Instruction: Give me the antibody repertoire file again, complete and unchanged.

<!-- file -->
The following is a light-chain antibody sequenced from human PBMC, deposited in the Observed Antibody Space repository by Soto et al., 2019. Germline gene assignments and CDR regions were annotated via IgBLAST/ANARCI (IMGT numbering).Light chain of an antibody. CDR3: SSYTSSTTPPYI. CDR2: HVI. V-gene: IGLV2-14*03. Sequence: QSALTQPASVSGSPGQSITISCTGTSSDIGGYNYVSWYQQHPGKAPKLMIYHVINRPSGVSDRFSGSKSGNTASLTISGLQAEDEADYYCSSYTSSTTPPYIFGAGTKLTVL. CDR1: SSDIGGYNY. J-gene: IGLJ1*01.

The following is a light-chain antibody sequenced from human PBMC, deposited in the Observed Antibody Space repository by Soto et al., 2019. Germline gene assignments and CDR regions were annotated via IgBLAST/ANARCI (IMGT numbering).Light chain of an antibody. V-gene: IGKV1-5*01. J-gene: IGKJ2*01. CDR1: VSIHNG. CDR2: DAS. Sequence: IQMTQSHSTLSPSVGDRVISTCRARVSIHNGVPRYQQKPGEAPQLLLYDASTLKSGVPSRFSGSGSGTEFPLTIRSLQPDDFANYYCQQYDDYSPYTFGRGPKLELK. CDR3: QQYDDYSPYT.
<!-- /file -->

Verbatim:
The following is a light-chain antibody sequenced from human PBMC, deposited in the Observed Antibody Space repository by Soto et al., 2019. Germline gene assignments and CDR regions were annotated via IgBLAST/ANARCI (IMGT numbering).Light chain of an antibody. CDR3: SSYTSSTTPPYI. CDR2: HVI. V-gene: IGLV2-14*03. Sequence: QSALTQPASVSGSPGQSITISCTGTSSDIGGYNYVSWYQQHPGKAPKLMIYHVINRPSGVSDRFSGSKSGNTASLTISGLQAEDEADYYCSSYTSSTTPPYIFGAGTKLTVL. CDR1: SSDIGGYNY. J-gene: IGLJ1*01.

The following is a light-chain antibody sequenced from human PBMC, deposited in the Observed Antibody Space repository by Soto et al., 2019. Germline gene assignments and CDR regions were annotated via IgBLAST/ANARCI (IMGT numbering).Light chain of an antibody. V-gene: IGKV1-5*01. J-gene: IGKJ2*01. CDR1: VSIHNG. CDR2: DAS. Sequence: IQMTQSHSTLSPSVGDRVISTCRARVSIHNGVPRYQQKPGEAPQLLLYDASTLKSGVPSRFSGSGSGTEFPLTIRSLQPDDFANYYCQQYDDYSPYTFGRGPKLELK. CDR3: QQYDDYSPYT.